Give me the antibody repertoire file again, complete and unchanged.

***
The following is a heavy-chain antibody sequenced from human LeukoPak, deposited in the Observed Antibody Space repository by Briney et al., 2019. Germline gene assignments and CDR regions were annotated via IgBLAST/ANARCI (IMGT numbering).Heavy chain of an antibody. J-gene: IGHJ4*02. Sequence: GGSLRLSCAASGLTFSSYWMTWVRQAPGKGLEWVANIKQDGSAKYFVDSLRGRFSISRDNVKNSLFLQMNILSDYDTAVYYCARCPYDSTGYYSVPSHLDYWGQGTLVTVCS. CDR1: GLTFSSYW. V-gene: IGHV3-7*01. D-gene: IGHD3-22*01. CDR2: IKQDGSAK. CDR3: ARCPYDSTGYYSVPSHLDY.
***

The following is a heavy-chain antibody sequenced from human LeukoPak, deposited in the Observed Antibody Space repository by Briney et al., 2019. Germline gene assignments and CDR regions were annotated via IgBLAST/ANARCI (IMGT numbering).Heavy chain of an antibody. J-gene: IGHJ4*02. Sequence: GGSLRLSCAASGLTFSSYWMTWVRQAPGKGLEWVANIKQDGSAKYFVDSLRGRFSISRDNVKNSLFLQMNILSDYDTAVYYCARCPYDSTGYYSVPSHLDYWGQGTLVTVCS. CDR1: GLTFSSYW. V-gene: IGHV3-7*01. D-gene: IGHD3-22*01. CDR2: IKQDGSAK. CDR3: ARCPYDSTGYYSVPSHLDY.